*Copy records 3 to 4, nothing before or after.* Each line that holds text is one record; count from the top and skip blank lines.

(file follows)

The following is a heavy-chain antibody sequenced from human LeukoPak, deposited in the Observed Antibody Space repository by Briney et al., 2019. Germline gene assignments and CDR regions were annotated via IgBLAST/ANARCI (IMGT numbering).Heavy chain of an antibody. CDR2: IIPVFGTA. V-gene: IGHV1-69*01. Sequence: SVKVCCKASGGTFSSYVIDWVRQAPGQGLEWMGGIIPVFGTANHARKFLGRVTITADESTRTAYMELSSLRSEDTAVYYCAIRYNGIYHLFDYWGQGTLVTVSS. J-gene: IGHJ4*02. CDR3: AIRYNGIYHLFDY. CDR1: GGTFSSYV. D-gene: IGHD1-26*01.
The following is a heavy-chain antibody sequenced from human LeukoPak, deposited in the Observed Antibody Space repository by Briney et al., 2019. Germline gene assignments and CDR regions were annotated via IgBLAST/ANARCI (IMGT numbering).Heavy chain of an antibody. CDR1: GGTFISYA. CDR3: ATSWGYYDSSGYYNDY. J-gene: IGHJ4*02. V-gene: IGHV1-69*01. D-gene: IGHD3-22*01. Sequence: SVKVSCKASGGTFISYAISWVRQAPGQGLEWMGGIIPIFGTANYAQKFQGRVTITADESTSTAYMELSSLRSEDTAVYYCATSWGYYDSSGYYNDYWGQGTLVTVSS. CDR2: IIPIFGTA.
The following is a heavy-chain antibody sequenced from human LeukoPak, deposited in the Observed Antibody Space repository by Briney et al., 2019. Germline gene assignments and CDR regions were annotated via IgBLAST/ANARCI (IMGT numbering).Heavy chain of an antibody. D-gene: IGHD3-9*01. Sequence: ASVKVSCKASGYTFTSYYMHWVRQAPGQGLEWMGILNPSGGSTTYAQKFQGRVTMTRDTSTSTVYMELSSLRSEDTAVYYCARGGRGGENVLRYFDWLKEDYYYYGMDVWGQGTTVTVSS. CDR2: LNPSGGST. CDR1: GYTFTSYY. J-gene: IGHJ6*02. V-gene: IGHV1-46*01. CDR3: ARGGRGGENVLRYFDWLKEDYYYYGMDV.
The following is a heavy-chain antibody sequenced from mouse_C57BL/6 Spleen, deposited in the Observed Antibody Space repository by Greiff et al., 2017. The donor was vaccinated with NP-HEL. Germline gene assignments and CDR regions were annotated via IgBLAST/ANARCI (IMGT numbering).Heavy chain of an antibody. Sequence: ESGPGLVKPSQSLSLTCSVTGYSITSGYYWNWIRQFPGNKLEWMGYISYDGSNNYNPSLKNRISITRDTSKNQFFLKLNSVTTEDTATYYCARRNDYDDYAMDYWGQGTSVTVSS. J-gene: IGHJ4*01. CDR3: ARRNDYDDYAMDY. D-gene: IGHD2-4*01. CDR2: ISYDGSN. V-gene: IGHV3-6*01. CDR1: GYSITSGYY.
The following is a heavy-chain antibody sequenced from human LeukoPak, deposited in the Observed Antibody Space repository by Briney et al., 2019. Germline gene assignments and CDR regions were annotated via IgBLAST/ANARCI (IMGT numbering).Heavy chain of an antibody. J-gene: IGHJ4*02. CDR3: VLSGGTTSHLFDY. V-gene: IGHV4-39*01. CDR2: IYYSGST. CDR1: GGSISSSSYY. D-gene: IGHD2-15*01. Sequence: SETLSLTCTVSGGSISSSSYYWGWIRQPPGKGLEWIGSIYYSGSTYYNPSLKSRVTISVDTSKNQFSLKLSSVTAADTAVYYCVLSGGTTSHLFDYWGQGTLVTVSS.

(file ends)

The following is a heavy-chain antibody sequenced from human LeukoPak, deposited in the Observed Antibody Space repository by Briney et al., 2019. Germline gene assignments and CDR regions were annotated via IgBLAST/ANARCI (IMGT numbering).Heavy chain of an antibody. D-gene: IGHD3-9*01. Sequence: ASVKVSCKASGYTFTSYYMHWVRQAPGQGLEWMGILNPSGGSTTYAQKFQGRVTMTRDTSTSTVYMELSSLRSEDTAVYYCARGGRGGENVLRYFDWLKEDYYYYGMDVWGQGTTVTVSS. CDR2: LNPSGGST. CDR1: GYTFTSYY. J-gene: IGHJ6*02. V-gene: IGHV1-46*01. CDR3: ARGGRGGENVLRYFDWLKEDYYYYGMDV.
The following is a heavy-chain antibody sequenced from mouse_C57BL/6 Spleen, deposited in the Observed Antibody Space repository by Greiff et al., 2017. The donor was vaccinated with NP-HEL. Germline gene assignments and CDR regions were annotated via IgBLAST/ANARCI (IMGT numbering).Heavy chain of an antibody. Sequence: ESGPGLVKPSQSLSLTCSVTGYSITSGYYWNWIRQFPGNKLEWMGYISYDGSNNYNPSLKNRISITRDTSKNQFFLKLNSVTTEDTATYYCARRNDYDDYAMDYWGQGTSVTVSS. J-gene: IGHJ4*01. CDR3: ARRNDYDDYAMDY. D-gene: IGHD2-4*01. CDR2: ISYDGSN. V-gene: IGHV3-6*01. CDR1: GYSITSGYY.